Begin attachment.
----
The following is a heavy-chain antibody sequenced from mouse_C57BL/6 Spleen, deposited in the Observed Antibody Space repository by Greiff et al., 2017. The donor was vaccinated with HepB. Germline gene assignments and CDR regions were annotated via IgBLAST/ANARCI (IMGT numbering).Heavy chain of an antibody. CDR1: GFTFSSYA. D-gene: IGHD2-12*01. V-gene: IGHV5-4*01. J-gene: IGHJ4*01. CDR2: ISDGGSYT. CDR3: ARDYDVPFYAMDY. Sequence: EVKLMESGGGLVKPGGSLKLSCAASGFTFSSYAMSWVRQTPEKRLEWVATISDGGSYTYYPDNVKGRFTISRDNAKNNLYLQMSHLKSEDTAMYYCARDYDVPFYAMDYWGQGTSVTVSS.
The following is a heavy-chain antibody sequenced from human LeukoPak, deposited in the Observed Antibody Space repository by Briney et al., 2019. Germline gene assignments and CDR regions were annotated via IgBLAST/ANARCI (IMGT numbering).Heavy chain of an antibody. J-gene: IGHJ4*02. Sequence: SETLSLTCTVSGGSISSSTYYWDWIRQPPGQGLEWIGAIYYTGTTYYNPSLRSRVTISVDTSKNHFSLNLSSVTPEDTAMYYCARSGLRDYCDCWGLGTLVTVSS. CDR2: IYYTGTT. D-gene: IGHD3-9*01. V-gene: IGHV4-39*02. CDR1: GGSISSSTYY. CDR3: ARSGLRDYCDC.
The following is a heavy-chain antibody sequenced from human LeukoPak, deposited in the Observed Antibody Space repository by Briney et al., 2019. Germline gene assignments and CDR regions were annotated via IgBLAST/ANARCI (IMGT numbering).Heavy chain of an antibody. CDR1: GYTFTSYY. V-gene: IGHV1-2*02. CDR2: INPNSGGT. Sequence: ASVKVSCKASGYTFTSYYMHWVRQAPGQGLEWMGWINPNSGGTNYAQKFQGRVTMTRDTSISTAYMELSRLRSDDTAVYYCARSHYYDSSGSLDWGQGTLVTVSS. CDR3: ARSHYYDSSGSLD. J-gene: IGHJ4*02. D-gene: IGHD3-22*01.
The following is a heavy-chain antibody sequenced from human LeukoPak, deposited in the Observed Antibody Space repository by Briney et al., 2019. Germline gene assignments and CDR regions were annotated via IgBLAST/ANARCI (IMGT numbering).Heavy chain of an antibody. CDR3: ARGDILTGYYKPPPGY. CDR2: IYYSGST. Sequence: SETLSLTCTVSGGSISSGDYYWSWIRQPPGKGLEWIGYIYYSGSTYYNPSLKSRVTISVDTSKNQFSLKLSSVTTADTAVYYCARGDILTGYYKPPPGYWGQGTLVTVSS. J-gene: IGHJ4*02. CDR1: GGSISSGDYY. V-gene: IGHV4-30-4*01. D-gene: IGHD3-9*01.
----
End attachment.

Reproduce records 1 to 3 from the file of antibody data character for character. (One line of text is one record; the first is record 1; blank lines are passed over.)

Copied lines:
The following is a heavy-chain antibody sequenced from mouse_C57BL/6 Spleen, deposited in the Observed Antibody Space repository by Greiff et al., 2017. The donor was vaccinated with HepB. Germline gene assignments and CDR regions were annotated via IgBLAST/ANARCI (IMGT numbering).Heavy chain of an antibody. CDR1: GFTFSSYA. D-gene: IGHD2-12*01. V-gene: IGHV5-4*01. J-gene: IGHJ4*01. CDR2: ISDGGSYT. CDR3: ARDYDVPFYAMDY. Sequence: EVKLMESGGGLVKPGGSLKLSCAASGFTFSSYAMSWVRQTPEKRLEWVATISDGGSYTYYPDNVKGRFTISRDNAKNNLYLQMSHLKSEDTAMYYCARDYDVPFYAMDYWGQGTSVTVSS.
The following is a heavy-chain antibody sequenced from human LeukoPak, deposited in the Observed Antibody Space repository by Briney et al., 2019. Germline gene assignments and CDR regions were annotated via IgBLAST/ANARCI (IMGT numbering).Heavy chain of an antibody. J-gene: IGHJ4*02. Sequence: SETLSLTCTVSGGSISSSTYYWDWIRQPPGQGLEWIGAIYYTGTTYYNPSLRSRVTISVDTSKNHFSLNLSSVTPEDTAMYYCARSGLRDYCDCWGLGTLVTVSS. CDR2: IYYTGTT. D-gene: IGHD3-9*01. V-gene: IGHV4-39*02. CDR1: GGSISSSTYY. CDR3: ARSGLRDYCDC.
The following is a heavy-chain antibody sequenced from human LeukoPak, deposited in the Observed Antibody Space repository by Briney et al., 2019. Germline gene assignments and CDR regions were annotated via IgBLAST/ANARCI (IMGT numbering).Heavy chain of an antibody. CDR1: GYTFTSYY. V-gene: IGHV1-2*02. CDR2: INPNSGGT. Sequence: ASVKVSCKASGYTFTSYYMHWVRQAPGQGLEWMGWINPNSGGTNYAQKFQGRVTMTRDTSISTAYMELSRLRSDDTAVYYCARSHYYDSSGSLDWGQGTLVTVSS. CDR3: ARSHYYDSSGSLD. J-gene: IGHJ4*02. D-gene: IGHD3-22*01.